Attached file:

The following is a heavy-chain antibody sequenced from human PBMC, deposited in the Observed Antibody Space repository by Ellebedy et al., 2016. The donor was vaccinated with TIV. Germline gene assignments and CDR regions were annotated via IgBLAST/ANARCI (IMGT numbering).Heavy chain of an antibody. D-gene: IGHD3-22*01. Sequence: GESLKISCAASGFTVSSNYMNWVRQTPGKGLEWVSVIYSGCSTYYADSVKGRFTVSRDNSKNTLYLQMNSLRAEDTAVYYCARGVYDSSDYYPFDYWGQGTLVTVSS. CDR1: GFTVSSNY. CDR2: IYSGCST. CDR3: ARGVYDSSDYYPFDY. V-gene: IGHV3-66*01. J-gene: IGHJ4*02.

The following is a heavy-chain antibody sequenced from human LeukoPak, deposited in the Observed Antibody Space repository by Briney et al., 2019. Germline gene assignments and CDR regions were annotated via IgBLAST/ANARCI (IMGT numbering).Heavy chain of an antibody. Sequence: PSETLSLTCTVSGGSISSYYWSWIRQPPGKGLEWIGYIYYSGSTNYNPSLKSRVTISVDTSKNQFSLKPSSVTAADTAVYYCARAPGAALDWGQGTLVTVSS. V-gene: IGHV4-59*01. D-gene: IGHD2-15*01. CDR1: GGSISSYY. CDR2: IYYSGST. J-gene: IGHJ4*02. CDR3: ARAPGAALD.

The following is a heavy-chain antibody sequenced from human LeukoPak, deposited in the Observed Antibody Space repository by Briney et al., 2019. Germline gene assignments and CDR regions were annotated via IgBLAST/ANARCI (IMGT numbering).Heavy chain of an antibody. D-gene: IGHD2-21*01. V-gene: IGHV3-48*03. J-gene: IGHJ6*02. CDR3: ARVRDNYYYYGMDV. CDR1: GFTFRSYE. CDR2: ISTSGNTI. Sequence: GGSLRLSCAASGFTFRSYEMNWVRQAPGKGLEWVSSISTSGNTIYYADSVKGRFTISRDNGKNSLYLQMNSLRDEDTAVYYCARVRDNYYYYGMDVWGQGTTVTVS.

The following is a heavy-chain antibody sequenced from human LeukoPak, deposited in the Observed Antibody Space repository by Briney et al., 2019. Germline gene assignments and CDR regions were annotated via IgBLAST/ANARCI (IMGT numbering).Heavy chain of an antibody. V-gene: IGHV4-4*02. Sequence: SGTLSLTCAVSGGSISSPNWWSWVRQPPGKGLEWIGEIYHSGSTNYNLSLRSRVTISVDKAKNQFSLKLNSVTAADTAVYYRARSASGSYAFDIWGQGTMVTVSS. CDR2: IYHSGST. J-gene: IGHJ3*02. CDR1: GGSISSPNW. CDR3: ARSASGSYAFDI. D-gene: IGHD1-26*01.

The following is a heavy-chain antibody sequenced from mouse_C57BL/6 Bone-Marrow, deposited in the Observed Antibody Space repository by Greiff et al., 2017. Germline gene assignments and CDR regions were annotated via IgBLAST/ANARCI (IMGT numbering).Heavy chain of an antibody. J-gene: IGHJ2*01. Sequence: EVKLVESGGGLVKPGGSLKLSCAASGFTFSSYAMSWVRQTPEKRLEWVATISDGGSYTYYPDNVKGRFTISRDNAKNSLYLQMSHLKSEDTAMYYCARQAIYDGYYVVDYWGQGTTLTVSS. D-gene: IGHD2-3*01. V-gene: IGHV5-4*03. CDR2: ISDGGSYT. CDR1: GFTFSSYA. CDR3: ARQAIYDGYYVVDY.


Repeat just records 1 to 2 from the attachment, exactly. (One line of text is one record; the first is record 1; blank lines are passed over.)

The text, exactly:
The following is a heavy-chain antibody sequenced from human PBMC, deposited in the Observed Antibody Space repository by Ellebedy et al., 2016. The donor was vaccinated with TIV. Germline gene assignments and CDR regions were annotated via IgBLAST/ANARCI (IMGT numbering).Heavy chain of an antibody. D-gene: IGHD3-22*01. Sequence: GESLKISCAASGFTVSSNYMNWVRQTPGKGLEWVSVIYSGCSTYYADSVKGRFTVSRDNSKNTLYLQMNSLRAEDTAVYYCARGVYDSSDYYPFDYWGQGTLVTVSS. CDR1: GFTVSSNY. CDR2: IYSGCST. CDR3: ARGVYDSSDYYPFDY. V-gene: IGHV3-66*01. J-gene: IGHJ4*02.

The following is a heavy-chain antibody sequenced from human LeukoPak, deposited in the Observed Antibody Space repository by Briney et al., 2019. Germline gene assignments and CDR regions were annotated via IgBLAST/ANARCI (IMGT numbering).Heavy chain of an antibody. Sequence: PSETLSLTCTVSGGSISSYYWSWIRQPPGKGLEWIGYIYYSGSTNYNPSLKSRVTISVDTSKNQFSLKPSSVTAADTAVYYCARAPGAALDWGQGTLVTVSS. V-gene: IGHV4-59*01. D-gene: IGHD2-15*01. CDR1: GGSISSYY. CDR2: IYYSGST. J-gene: IGHJ4*02. CDR3: ARAPGAALD.